Linux Continues Crackdown On User-Space Poking CPU MSRs

Written by Michael Larabel in Linux Kernel on 14 December 2020 at 08:07 PM EST. 20 Comments
The Linux kernel this year has seen new safeguards and efforts aiming to have user-space reduce their arbitrary poking of CPU machine specific registers (MSRs) in the name of security and other handling concerns. That effort has continued on with the Linux 5.11 cycle.

Linux user-space software with administrative privileges can write to arbitrary CPU MSRs and that can cause problems for a host of reasons. Recent kernels have added the support for adding notifications when an unrecognized MSR write from user-space occurs along with an option to allow filtering of MSR writes.

With Linux 5.11 the x86/misc code has the latest in "the ongoing fight against windmills in an attempt to have user-space tools not poke at naked MSRs."

The user-space tools like cpupower and turbostat that are hosted within the kernel tree have been adapted to no longer directly poke the x86 energy performance bias (EPB) MSR. In this case the Energy Performance Bias has already been exposed via sysfs and so they should have already been using it rather than needlessly dealing with the MSR directly. In turn, writes to MSR_IA32_ENERGY_PERF_BIAS are now blocked as user-space should be using the existing sysfs interface.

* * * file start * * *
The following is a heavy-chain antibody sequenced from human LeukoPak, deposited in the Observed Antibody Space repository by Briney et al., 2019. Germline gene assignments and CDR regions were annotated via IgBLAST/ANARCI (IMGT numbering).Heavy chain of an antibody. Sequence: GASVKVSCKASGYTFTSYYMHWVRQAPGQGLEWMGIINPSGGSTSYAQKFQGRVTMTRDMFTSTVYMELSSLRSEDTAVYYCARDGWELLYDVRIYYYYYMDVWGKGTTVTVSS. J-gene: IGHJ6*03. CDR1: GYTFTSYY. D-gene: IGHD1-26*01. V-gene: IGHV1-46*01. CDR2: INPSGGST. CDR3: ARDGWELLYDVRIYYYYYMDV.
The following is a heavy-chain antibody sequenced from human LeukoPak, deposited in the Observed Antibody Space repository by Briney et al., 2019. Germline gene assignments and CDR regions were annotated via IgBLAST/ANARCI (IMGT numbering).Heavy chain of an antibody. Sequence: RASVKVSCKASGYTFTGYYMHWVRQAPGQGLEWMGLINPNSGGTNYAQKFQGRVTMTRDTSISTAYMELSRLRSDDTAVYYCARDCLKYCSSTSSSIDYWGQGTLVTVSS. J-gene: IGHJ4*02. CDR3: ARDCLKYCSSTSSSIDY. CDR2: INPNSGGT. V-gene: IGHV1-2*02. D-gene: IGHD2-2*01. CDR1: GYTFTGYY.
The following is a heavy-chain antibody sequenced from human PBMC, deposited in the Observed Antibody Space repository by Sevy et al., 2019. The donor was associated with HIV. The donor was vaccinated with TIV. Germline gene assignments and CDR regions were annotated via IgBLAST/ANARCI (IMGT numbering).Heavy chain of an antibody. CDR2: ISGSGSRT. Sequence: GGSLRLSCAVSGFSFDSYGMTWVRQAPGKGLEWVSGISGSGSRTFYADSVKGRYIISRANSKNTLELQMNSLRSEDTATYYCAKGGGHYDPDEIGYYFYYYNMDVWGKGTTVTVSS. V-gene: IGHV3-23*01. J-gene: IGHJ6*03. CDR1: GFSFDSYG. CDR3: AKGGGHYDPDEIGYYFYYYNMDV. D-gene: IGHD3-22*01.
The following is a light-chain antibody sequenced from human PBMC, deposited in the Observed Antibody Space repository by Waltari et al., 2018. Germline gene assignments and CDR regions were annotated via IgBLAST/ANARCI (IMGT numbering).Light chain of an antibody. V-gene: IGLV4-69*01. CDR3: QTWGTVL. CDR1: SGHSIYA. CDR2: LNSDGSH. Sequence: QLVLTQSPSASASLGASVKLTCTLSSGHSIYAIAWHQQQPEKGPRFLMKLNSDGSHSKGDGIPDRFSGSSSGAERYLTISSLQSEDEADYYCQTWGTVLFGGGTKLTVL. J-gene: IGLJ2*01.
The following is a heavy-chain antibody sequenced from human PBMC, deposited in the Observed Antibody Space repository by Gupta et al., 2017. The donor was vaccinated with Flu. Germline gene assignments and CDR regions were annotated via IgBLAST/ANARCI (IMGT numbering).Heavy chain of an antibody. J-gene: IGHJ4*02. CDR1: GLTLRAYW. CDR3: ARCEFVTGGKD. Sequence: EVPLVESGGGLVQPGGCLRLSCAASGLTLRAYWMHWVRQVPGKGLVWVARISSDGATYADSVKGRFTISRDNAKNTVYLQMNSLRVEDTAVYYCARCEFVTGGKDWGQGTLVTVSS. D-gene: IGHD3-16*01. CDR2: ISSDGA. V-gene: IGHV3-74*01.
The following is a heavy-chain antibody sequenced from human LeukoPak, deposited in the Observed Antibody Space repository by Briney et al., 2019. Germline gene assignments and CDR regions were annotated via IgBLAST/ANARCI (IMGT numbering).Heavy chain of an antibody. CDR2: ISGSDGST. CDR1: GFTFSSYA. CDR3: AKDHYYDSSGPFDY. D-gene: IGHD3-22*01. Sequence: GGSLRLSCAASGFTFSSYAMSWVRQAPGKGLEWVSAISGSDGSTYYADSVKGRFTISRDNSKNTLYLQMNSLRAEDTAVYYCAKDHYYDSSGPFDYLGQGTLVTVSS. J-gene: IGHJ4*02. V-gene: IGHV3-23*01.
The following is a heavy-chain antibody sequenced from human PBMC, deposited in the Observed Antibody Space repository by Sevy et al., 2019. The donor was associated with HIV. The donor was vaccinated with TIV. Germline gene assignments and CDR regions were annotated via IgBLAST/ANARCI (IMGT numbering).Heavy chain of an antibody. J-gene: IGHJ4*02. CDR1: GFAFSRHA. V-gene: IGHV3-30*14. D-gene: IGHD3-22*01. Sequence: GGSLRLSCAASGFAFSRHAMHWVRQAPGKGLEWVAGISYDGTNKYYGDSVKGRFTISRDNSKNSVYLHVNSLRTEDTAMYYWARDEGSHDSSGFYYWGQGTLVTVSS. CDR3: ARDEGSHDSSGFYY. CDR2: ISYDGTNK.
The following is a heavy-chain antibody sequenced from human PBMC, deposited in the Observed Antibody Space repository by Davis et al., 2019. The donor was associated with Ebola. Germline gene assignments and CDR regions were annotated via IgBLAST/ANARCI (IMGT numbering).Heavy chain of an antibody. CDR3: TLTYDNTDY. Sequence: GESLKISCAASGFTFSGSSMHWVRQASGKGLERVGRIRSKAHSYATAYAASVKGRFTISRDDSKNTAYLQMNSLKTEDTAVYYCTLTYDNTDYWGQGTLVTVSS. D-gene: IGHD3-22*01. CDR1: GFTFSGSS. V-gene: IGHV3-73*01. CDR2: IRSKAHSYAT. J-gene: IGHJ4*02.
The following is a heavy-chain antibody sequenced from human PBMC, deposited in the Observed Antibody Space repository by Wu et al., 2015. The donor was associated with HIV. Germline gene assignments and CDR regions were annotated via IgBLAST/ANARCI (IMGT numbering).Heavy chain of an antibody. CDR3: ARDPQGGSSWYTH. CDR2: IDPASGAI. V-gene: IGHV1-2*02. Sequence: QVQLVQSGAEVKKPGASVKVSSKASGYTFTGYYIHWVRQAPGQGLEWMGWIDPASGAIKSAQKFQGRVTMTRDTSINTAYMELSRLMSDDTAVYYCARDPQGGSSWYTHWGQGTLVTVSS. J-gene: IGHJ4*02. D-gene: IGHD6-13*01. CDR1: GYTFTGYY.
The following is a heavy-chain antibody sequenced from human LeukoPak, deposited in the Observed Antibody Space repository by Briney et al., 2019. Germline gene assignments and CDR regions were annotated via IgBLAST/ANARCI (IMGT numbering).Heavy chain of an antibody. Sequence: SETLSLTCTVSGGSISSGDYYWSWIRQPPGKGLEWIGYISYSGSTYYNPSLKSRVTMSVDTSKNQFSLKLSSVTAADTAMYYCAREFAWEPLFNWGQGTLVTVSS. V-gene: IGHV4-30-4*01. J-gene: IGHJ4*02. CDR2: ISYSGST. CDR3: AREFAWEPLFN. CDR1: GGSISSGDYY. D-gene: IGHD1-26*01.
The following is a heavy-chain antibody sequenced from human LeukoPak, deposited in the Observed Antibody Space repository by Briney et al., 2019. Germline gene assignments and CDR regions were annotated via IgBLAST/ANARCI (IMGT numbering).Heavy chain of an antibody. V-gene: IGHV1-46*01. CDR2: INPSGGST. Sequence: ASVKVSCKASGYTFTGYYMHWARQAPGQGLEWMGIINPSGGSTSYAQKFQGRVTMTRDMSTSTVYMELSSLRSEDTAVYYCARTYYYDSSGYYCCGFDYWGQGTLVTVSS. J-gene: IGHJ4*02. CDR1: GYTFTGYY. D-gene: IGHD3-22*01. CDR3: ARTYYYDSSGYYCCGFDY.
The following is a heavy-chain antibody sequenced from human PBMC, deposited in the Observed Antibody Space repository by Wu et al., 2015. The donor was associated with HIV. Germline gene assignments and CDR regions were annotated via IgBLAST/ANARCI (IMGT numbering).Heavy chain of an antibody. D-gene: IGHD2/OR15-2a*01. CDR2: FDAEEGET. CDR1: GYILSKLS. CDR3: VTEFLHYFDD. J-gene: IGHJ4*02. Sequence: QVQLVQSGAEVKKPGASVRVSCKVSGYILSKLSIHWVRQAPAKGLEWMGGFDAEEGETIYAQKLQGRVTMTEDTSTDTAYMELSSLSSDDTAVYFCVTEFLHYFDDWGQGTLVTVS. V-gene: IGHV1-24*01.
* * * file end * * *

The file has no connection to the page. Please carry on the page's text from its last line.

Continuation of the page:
The MSR write filtering error messages printed to dmesg when such a write is attempted also now points users to this documentation.
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Michael Larabel is the principal author of and founded the site in 2004 with a focus on enriching the Linux hardware experience. Michael has written more than 20,000 articles covering the state of Linux hardware support, Linux performance, graphics drivers, and other topics. Michael is also the lead developer of the Phoronix Test Suite, Phoromatic, and automated benchmarking software. He can be followed via Twitter, LinkedIn, or contacted via

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